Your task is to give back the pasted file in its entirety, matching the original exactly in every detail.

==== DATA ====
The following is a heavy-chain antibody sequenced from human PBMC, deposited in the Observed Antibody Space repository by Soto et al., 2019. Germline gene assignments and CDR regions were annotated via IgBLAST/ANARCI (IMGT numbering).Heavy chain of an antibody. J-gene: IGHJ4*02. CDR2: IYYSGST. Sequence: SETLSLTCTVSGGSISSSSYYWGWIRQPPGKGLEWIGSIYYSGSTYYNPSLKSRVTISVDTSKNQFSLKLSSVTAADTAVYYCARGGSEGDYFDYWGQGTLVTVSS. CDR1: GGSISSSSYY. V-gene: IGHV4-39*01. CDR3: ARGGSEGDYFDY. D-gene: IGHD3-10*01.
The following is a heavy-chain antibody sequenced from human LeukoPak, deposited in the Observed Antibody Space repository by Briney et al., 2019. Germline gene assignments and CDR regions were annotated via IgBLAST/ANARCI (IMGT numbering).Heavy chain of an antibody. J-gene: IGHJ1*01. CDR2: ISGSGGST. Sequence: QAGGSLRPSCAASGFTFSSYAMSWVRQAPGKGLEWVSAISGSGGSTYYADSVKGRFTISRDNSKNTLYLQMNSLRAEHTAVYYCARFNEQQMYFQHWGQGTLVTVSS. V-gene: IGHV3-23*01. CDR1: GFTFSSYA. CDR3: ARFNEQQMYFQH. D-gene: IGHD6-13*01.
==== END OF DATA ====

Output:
The following is a heavy-chain antibody sequenced from human PBMC, deposited in the Observed Antibody Space repository by Soto et al., 2019. Germline gene assignments and CDR regions were annotated via IgBLAST/ANARCI (IMGT numbering).Heavy chain of an antibody. J-gene: IGHJ4*02. CDR2: IYYSGST. Sequence: SETLSLTCTVSGGSISSSSYYWGWIRQPPGKGLEWIGSIYYSGSTYYNPSLKSRVTISVDTSKNQFSLKLSSVTAADTAVYYCARGGSEGDYFDYWGQGTLVTVSS. CDR1: GGSISSSSYY. V-gene: IGHV4-39*01. CDR3: ARGGSEGDYFDY. D-gene: IGHD3-10*01.
The following is a heavy-chain antibody sequenced from human LeukoPak, deposited in the Observed Antibody Space repository by Briney et al., 2019. Germline gene assignments and CDR regions were annotated via IgBLAST/ANARCI (IMGT numbering).Heavy chain of an antibody. J-gene: IGHJ1*01. CDR2: ISGSGGST. Sequence: QAGGSLRPSCAASGFTFSSYAMSWVRQAPGKGLEWVSAISGSGGSTYYADSVKGRFTISRDNSKNTLYLQMNSLRAEHTAVYYCARFNEQQMYFQHWGQGTLVTVSS. V-gene: IGHV3-23*01. CDR1: GFTFSSYA. CDR3: ARFNEQQMYFQH. D-gene: IGHD6-13*01.